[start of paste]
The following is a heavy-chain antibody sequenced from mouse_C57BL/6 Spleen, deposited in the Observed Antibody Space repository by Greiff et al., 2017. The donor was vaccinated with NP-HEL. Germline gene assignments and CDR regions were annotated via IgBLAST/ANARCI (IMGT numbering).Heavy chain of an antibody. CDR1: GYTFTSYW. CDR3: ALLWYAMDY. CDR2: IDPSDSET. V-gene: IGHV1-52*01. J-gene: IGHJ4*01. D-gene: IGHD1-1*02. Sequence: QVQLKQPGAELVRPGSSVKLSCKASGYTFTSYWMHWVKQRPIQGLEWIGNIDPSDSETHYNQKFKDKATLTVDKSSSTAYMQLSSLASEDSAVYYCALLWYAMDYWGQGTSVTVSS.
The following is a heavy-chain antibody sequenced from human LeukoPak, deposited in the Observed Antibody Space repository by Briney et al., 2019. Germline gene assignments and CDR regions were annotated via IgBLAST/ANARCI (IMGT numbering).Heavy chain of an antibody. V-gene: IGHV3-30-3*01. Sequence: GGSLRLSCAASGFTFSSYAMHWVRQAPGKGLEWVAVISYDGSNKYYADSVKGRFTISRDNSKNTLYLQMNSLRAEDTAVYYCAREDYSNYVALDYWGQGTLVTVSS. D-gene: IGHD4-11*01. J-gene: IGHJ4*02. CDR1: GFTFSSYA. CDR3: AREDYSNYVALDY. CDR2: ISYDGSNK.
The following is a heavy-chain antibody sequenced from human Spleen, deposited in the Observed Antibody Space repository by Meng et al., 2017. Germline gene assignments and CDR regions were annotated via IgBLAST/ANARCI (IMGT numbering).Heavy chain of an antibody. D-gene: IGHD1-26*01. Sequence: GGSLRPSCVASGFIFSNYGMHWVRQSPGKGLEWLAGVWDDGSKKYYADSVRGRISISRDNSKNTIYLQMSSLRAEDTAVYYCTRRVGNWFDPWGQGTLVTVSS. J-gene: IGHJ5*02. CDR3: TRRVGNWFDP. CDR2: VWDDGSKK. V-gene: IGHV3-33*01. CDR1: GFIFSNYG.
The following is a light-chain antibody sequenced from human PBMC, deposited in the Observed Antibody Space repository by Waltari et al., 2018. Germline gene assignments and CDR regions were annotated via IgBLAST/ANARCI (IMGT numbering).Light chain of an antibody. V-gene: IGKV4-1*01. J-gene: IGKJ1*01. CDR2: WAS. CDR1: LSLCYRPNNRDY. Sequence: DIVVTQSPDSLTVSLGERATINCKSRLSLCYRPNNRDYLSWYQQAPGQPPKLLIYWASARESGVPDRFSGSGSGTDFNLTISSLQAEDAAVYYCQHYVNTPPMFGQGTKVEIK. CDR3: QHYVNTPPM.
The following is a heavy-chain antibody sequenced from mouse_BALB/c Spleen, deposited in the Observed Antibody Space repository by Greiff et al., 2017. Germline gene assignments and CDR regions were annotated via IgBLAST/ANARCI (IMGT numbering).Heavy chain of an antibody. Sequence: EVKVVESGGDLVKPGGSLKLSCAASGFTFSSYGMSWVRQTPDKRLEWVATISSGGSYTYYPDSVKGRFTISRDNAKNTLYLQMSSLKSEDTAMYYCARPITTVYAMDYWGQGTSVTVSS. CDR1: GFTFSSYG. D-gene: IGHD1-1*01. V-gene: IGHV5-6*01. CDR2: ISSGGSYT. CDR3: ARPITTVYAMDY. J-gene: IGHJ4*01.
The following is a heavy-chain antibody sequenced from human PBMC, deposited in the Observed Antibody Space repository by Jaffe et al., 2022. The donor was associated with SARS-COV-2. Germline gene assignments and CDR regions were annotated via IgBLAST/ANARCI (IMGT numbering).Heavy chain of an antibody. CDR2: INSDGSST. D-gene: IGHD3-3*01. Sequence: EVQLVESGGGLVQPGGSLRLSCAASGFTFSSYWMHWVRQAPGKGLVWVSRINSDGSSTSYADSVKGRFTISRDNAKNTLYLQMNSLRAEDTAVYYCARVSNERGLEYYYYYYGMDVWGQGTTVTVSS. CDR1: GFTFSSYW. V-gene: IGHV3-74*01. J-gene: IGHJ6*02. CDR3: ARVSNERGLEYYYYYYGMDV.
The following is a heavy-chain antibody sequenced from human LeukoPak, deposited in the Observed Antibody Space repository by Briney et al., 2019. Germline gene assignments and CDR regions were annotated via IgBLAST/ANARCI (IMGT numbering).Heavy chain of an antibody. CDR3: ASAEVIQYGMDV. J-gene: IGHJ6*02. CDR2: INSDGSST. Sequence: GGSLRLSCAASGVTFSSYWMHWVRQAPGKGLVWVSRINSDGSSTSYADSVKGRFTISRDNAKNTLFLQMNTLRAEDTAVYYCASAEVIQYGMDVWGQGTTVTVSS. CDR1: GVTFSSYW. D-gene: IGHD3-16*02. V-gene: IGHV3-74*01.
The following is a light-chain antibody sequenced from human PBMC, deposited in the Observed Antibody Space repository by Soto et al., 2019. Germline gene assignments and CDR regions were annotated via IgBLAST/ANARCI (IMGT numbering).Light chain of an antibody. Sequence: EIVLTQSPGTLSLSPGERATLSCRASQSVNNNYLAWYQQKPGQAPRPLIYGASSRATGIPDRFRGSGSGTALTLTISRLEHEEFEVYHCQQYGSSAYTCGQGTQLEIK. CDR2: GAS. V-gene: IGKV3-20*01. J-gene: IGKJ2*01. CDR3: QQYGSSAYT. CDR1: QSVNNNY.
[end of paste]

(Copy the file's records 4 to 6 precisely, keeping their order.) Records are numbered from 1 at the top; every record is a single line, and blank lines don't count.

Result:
The following is a light-chain antibody sequenced from human PBMC, deposited in the Observed Antibody Space repository by Waltari et al., 2018. Germline gene assignments and CDR regions were annotated via IgBLAST/ANARCI (IMGT numbering).Light chain of an antibody. V-gene: IGKV4-1*01. J-gene: IGKJ1*01. CDR2: WAS. CDR1: LSLCYRPNNRDY. Sequence: DIVVTQSPDSLTVSLGERATINCKSRLSLCYRPNNRDYLSWYQQAPGQPPKLLIYWASARESGVPDRFSGSGSGTDFNLTISSLQAEDAAVYYCQHYVNTPPMFGQGTKVEIK. CDR3: QHYVNTPPM.
The following is a heavy-chain antibody sequenced from mouse_BALB/c Spleen, deposited in the Observed Antibody Space repository by Greiff et al., 2017. Germline gene assignments and CDR regions were annotated via IgBLAST/ANARCI (IMGT numbering).Heavy chain of an antibody. Sequence: EVKVVESGGDLVKPGGSLKLSCAASGFTFSSYGMSWVRQTPDKRLEWVATISSGGSYTYYPDSVKGRFTISRDNAKNTLYLQMSSLKSEDTAMYYCARPITTVYAMDYWGQGTSVTVSS. CDR1: GFTFSSYG. D-gene: IGHD1-1*01. V-gene: IGHV5-6*01. CDR2: ISSGGSYT. CDR3: ARPITTVYAMDY. J-gene: IGHJ4*01.
The following is a heavy-chain antibody sequenced from human PBMC, deposited in the Observed Antibody Space repository by Jaffe et al., 2022. The donor was associated with SARS-COV-2. Germline gene assignments and CDR regions were annotated via IgBLAST/ANARCI (IMGT numbering).Heavy chain of an antibody. CDR2: INSDGSST. D-gene: IGHD3-3*01. Sequence: EVQLVESGGGLVQPGGSLRLSCAASGFTFSSYWMHWVRQAPGKGLVWVSRINSDGSSTSYADSVKGRFTISRDNAKNTLYLQMNSLRAEDTAVYYCARVSNERGLEYYYYYYGMDVWGQGTTVTVSS. CDR1: GFTFSSYW. V-gene: IGHV3-74*01. J-gene: IGHJ6*02. CDR3: ARVSNERGLEYYYYYYGMDV.